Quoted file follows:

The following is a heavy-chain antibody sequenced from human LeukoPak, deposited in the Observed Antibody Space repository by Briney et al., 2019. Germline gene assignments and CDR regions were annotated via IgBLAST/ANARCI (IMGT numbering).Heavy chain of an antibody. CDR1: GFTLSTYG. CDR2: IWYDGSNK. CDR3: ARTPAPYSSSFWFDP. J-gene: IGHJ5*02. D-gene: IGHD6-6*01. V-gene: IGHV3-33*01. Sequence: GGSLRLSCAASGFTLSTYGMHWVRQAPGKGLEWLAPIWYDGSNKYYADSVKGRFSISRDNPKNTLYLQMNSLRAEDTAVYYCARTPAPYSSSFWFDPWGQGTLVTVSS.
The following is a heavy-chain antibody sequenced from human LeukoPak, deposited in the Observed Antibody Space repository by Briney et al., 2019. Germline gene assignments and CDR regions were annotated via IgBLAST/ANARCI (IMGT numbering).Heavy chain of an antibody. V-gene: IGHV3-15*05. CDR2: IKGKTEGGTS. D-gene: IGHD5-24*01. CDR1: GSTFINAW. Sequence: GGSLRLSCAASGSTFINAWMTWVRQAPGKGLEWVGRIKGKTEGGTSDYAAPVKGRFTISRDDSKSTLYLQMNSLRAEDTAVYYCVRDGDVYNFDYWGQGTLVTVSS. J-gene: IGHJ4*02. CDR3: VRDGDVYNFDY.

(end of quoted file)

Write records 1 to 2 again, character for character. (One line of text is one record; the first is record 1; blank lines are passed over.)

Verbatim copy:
The following is a heavy-chain antibody sequenced from human LeukoPak, deposited in the Observed Antibody Space repository by Briney et al., 2019. Germline gene assignments and CDR regions were annotated via IgBLAST/ANARCI (IMGT numbering).Heavy chain of an antibody. CDR1: GFTLSTYG. CDR2: IWYDGSNK. CDR3: ARTPAPYSSSFWFDP. J-gene: IGHJ5*02. D-gene: IGHD6-6*01. V-gene: IGHV3-33*01. Sequence: GGSLRLSCAASGFTLSTYGMHWVRQAPGKGLEWLAPIWYDGSNKYYADSVKGRFSISRDNPKNTLYLQMNSLRAEDTAVYYCARTPAPYSSSFWFDPWGQGTLVTVSS.
The following is a heavy-chain antibody sequenced from human LeukoPak, deposited in the Observed Antibody Space repository by Briney et al., 2019. Germline gene assignments and CDR regions were annotated via IgBLAST/ANARCI (IMGT numbering).Heavy chain of an antibody. V-gene: IGHV3-15*05. CDR2: IKGKTEGGTS. D-gene: IGHD5-24*01. CDR1: GSTFINAW. Sequence: GGSLRLSCAASGSTFINAWMTWVRQAPGKGLEWVGRIKGKTEGGTSDYAAPVKGRFTISRDDSKSTLYLQMNSLRAEDTAVYYCVRDGDVYNFDYWGQGTLVTVSS. J-gene: IGHJ4*02. CDR3: VRDGDVYNFDY.